Everything you need to turn your house into a smart home
Tips and tricks for a seamless smart home setup
Recommendations are independently chosen by Reviewed’s editors. Purchases you make through our links may earn us a commission.
From video doorbells that can tell you who’s at the door to smart thermostats that intuitively create temperature schedules based on your habits, when it comes to creating your own smart home the possibilities are (just about) endless.
However, in the early stages of constructing your smart home, you may feel confused and overwhelmed by the sheer variety of smart home tech available. Which smart home devices are best for beginners? Which smart assistant should you choose? And are smart speakers really listening in on private conversations? There’s a lot of information swirling out there, but our handy guide to creating a smart home setup lays a solid foundation for bringing your home into the 21st century.
Picking a smart assistant
Amazon Alexa and Google Assistant are the two most popular smart assistants and each works with most smart home gadgets, while other devices are meant only for use with Apple HomeKit, Bixby, or Microsoft Cortana. If you’re unsure about compatibility, check the product’s packaging or description for specific details.
However, unless you’re dead set on running an Apple HomeKit, Bixby, or Microsoft Cortana smart home ecosystem, we recommend using Google Assistant or Alexa for the best experience.
Overall, we’ve found that Google Assistant is easier to interact with, especially since Google can handle up to three commands at once. That said, while Google Assistant integrates with more than 30,000 devices, Alexa wins the compatibility battle, working with 85,000 devices like smart switches, plugs, and much more.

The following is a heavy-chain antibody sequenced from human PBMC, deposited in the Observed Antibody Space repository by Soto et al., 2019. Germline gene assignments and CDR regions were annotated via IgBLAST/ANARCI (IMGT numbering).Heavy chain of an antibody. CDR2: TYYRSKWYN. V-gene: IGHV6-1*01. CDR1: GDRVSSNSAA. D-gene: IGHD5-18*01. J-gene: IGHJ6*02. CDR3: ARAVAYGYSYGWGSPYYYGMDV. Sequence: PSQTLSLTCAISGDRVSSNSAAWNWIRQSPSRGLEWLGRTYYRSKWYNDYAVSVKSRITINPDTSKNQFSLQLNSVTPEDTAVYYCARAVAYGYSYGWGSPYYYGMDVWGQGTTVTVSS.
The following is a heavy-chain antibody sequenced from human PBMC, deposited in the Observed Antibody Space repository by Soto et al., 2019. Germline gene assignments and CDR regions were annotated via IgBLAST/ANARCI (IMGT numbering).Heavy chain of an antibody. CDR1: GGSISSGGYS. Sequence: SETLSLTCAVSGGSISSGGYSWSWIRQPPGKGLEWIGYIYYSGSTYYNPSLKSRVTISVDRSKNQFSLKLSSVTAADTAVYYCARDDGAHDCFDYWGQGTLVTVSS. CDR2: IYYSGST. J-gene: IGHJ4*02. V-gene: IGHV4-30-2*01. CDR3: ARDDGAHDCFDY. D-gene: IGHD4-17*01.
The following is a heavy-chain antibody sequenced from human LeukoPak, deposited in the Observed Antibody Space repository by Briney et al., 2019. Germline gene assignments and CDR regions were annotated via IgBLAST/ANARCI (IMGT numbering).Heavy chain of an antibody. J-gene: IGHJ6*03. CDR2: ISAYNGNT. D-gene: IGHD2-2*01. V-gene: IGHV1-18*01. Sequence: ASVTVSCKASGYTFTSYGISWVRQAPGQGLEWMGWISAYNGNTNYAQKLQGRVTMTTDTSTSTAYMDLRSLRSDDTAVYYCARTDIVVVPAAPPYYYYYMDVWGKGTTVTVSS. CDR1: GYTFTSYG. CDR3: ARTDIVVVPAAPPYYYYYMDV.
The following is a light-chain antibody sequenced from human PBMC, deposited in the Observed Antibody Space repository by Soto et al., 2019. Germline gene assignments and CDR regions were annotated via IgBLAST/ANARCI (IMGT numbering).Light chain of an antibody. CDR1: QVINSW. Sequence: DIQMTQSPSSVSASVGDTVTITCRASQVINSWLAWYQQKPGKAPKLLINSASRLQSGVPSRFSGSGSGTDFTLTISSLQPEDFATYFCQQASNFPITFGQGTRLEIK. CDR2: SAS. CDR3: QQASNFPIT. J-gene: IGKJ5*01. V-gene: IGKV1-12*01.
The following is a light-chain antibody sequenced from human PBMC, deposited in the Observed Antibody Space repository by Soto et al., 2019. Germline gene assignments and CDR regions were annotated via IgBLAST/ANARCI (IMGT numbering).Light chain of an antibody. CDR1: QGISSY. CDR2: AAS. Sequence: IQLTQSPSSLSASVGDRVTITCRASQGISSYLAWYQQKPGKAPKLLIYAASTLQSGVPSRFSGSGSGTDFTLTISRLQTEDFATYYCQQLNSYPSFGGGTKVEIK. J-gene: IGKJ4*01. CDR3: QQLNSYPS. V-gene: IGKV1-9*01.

Choosing a smart speaker
Alexa and Google Assistant can be accessed via their respective apps on your smartphone or tablet, but we recommend investing in a smart speaker for optimum control over your new smart home. Most smart speakers are built with multiple far-field microphones to hear you from the next room.
For Google Assistant-controlled smart homes, we think the Nest Mini is a good place to start for beginners. The Mini is easy to set up, automatically adjusts the volume of the speaker’s response when there’s too much noise in the background, and responds quickly to voice commands. It’s slightly larger than a hockey puck and comes with a built-in wall mount on the backside for easy hanging.
Smart home gadgets to get you started
Smart plugs are one of the easiest smart home gadgets you can use, which is why we think this is the perfect place to start building your smart home. A smart plug converts basic small appliances and electronics into devices that can be controlled remotely or via your smart assistant. The plug inserts into a standard electrical outlet and comes with one (sometimes two) front or side facing outlets that can be controlled independently.
Some smart plugs, like the Currant WiFi Smart Outlet, offer real-time energy monitoring, multiple outlets on one plug, and recommend on/off schedules based on your usage. Other smart plugs, like the Eufy Smart Plug Mini, still offer a strong and reliable connection like Currant, but lack energy monitoring capabilities. And, of course, how much you want to spend will be a factor.
You’ll also want to be mindful of the size and shape of the smart plug you purchase. A bulky plug like the TP-Link Smart WiFi Plug with Energy Monitoring will block the second wall outlet.
While smart plugs can be used to control "dumb" lights like lamps, smart bulbs and smart switches are a better option for light fixtures. When choosing your smart lighting option, here are a few tip to keep in mind:
Smart bulbs offer an attractive starting point for those who want to ease their way into smart home lighting slowly. Smart bulbs include an array of colors and are good for renters or those who don't want to fiddle with electrical wires. All you need to do is screw the smart bulb into the light socket and follow the setup instructions in the bulb’s app. On the other hand, replacing every bulb can be costly.
Smart switches work with regular bulbs—and while you won’t get you the same bells and whistles as you would with a multi-color smart bulb, smart switches are much easier to use. Installing one smart switch can control all of the light bulbs in one fixture, saving you from purchasing multiple bulbs.
For dimmable lights, an in-wall smart dimmer switch gives you total control over the brightness of multiple bulbs in a light fixture.
The switch for a light with smart bulbs needs to be in the “on” position in order to be controlled via an app or with a smart assistant. However, the reverse is true for smart switches and dimmers, which can be controlled remotely even if the physical switch is off.